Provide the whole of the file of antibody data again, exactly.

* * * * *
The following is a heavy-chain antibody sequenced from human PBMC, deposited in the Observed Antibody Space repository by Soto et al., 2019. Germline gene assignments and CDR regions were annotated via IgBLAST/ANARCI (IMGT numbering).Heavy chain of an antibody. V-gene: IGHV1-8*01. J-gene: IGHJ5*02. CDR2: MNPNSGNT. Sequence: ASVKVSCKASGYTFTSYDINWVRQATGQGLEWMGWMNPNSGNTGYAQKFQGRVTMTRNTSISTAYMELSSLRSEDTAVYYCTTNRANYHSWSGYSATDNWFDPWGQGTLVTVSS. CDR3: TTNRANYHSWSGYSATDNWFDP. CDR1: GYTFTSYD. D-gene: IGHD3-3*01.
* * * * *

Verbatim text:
The following is a heavy-chain antibody sequenced from human PBMC, deposited in the Observed Antibody Space repository by Soto et al., 2019. Germline gene assignments and CDR regions were annotated via IgBLAST/ANARCI (IMGT numbering).Heavy chain of an antibody. V-gene: IGHV1-8*01. J-gene: IGHJ5*02. CDR2: MNPNSGNT. Sequence: ASVKVSCKASGYTFTSYDINWVRQATGQGLEWMGWMNPNSGNTGYAQKFQGRVTMTRNTSISTAYMELSSLRSEDTAVYYCTTNRANYHSWSGYSATDNWFDPWGQGTLVTVSS. CDR3: TTNRANYHSWSGYSATDNWFDP. CDR1: GYTFTSYD. D-gene: IGHD3-3*01.